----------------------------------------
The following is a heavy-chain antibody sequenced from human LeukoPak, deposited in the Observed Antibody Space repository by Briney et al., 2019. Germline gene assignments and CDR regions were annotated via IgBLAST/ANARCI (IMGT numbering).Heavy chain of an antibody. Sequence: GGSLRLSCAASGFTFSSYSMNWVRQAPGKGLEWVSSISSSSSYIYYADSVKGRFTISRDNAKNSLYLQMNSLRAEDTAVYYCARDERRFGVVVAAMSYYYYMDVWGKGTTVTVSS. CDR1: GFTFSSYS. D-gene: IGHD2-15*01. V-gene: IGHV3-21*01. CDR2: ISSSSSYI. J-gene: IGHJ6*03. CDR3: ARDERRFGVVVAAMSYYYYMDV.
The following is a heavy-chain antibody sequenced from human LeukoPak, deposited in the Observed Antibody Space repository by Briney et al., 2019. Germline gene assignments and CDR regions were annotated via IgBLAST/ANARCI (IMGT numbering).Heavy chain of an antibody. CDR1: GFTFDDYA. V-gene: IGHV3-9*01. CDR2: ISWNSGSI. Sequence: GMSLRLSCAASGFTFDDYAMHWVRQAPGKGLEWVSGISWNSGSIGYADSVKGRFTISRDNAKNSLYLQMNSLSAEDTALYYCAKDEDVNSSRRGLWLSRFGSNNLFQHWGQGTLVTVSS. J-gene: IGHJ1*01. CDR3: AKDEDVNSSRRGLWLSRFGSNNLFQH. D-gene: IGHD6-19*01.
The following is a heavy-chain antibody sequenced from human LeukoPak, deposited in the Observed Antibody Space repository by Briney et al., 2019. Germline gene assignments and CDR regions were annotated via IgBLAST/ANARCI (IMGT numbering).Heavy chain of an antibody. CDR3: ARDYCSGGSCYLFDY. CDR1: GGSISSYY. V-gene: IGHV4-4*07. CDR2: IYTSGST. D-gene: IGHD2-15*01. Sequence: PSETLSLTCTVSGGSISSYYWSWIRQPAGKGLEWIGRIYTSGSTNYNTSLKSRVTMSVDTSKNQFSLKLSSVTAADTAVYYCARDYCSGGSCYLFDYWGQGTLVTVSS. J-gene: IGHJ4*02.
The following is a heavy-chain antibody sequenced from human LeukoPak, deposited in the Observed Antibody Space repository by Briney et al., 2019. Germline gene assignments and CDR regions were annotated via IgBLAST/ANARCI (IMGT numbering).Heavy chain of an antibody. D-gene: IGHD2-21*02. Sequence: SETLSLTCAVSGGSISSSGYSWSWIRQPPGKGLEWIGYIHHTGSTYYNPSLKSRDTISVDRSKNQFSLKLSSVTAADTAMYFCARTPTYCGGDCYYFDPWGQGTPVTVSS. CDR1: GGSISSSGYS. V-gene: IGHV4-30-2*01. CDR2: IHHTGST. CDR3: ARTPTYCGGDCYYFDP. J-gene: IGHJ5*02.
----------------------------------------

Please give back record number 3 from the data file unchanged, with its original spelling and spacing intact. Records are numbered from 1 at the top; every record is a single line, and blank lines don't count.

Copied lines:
The following is a heavy-chain antibody sequenced from human LeukoPak, deposited in the Observed Antibody Space repository by Briney et al., 2019. Germline gene assignments and CDR regions were annotated via IgBLAST/ANARCI (IMGT numbering).Heavy chain of an antibody. CDR3: ARDYCSGGSCYLFDY. CDR1: GGSISSYY. V-gene: IGHV4-4*07. CDR2: IYTSGST. D-gene: IGHD2-15*01. Sequence: PSETLSLTCTVSGGSISSYYWSWIRQPAGKGLEWIGRIYTSGSTNYNTSLKSRVTMSVDTSKNQFSLKLSSVTAADTAVYYCARDYCSGGSCYLFDYWGQGTLVTVSS. J-gene: IGHJ4*02.